Soldiers must complete school before promotion

| August 21, 2015 | 0 Comments

Todd Lopez, Army News Service

WASHINGTON — Soldiers will no longer be promoted without first having successfully completed related professional military education courses, according to a recently signed Army Directive.

Soldiers will need to complete their schooling before they are allowed their new stripes.

Soldiers will no longer be promoted without first having successfully completed related professional military education courses, according to a recently-signed Army directive. (Photo courtesy of Army News Service)

Soldiers will no longer be promoted without first having
successfully completed related professional military
education courses, according to a recently-signed Army
directive. (Photo courtesy of Army News Service)

“By linking structured self-development and the NCO Education System to subsequent promotion, we better prepare NCOs for the complexities of today’s operational environment while reinforcing the benefits of a deliberate, continuous, sequential and progressive professional development strategy,” wrote Secretary of the Army John M. McHugh in Army Directive 2015-31, which was released Aug. 13.

Beginning with the January 2016 promotion month, pinning on the sergeant will require that Soldiers have first completed the “Warrior Leader Course.” For Soldiers who want to pin on staff sergeant rank, they must first have completed the “Advanced Leader Course.”

“Soldiers on the recommended list who are not graduates of the respective course will not be considered fully qualified for promotion pin-on, regardless of their accumulated promotion points,” the directive reads. “These Soldiers will remain on the recommended list in a promotable status, but they will not be selected for promotion pin-on until they become fully qualified by completing the required course, and a promotion requirement exists.”

Soldiers expecting to pin on sergeant first class as a result of a fiscal year 2016 selection board must first complete the “Senior Leader Course” before pinning on their new rank.

“Conditions are set so we can enforce a standard and a requirement for Soldiers to complete professional military education – that is the NCOES platform – before promotion to the grade in which it was designed to support,” said Gerald J. Purcell, personnel policy integrator within the Army G-1.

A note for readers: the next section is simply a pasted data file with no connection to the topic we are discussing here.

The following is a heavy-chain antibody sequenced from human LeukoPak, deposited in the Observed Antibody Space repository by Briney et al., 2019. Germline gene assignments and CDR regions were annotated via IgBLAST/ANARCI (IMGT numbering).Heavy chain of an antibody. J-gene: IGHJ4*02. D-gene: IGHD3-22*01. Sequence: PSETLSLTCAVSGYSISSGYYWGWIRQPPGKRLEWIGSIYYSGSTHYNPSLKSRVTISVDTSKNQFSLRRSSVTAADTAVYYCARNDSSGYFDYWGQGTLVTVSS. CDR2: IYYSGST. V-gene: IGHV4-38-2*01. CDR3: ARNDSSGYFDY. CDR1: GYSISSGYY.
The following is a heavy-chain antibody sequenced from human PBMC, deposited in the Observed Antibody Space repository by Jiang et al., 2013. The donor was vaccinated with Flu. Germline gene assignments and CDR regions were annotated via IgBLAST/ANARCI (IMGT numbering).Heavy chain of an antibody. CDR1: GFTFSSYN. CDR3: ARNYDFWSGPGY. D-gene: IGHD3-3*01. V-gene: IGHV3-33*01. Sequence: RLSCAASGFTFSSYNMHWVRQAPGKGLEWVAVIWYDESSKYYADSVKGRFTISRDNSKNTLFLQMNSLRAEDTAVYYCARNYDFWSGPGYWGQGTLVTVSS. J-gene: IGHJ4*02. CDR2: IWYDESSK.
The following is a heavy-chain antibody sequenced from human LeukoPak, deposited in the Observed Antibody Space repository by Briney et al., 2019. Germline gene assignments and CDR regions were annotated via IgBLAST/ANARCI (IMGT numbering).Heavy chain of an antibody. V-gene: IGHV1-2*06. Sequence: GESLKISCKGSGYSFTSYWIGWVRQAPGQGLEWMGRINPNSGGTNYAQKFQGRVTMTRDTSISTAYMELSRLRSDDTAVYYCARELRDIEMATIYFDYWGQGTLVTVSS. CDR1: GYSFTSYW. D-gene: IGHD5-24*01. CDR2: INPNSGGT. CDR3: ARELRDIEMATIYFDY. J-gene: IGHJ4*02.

Purcell said that a Soldier who is otherwise qualified to be promoted from corporal or specialist to sergeant will be on the promotion list. But when that Soldier’s name is next to fill an Army promotion requirement, if that Soldier is found to have not completed PME – for a specialist seeking sergeant, this means Warrior Leader Course – then the Soldier will be passed up for that promotion.

“There will be a filter in place that takes their name off the list of fully-qualified names,” Purcell said. “They will get skipped. Even if they have more promotion points, they will not be considered to be fully-qualified to pin the grade of sergeant on.”

The Soldier who is skipped for promotion due to a lack of PME still stays on the promotion list. But once that Soldier gets the PME, he or she doesn’t automatically get stripes. Instead, that Soldier will be eligible to be promoted against a future requirement.

Since the 1980s, Purcell said, the Army has allowed “conditional promotions,” where Soldiers could get their stripes without having had the corresponding professional military education.

“We had NCOs walking around who weren’t school-trained, but they had to get it done or they were going to be reduced,” he said. “We are in a scenario now where the leadership believes there is an ability to ensure the Soldier has opportunity to go to training, complete the training and have all of the fundamental skills in place before they are asked to perform at the next higher grade.”

With the new PME requirement, a Soldier’s stripes will not just be an indicator of rank or pay; it will be an indicator that the Soldier has been trained as a leader, Purcell said.

“When you see a Soldier wearing a sergeant rank, you know that Soldier is going to have been trained formally through an education system to prepare him and give him the tools to succeed at that grade,” Purcell said. “So the Soldier is going to have all the tools in their kit bag to fully succeed at their grade.”

The new policy also similarly affects National Guard Soldiers. Additionally, the directive makes changes to the retention control point for active duty and Army Reserve Soldiers.

According to the regulation, effective Oct. 1, Soldiers selected for promotion to sergeant first class and master sergeant will not get an extended retention control point until they actually pin on their higher rank.

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Category: Army News Service, Leadership, News, Training

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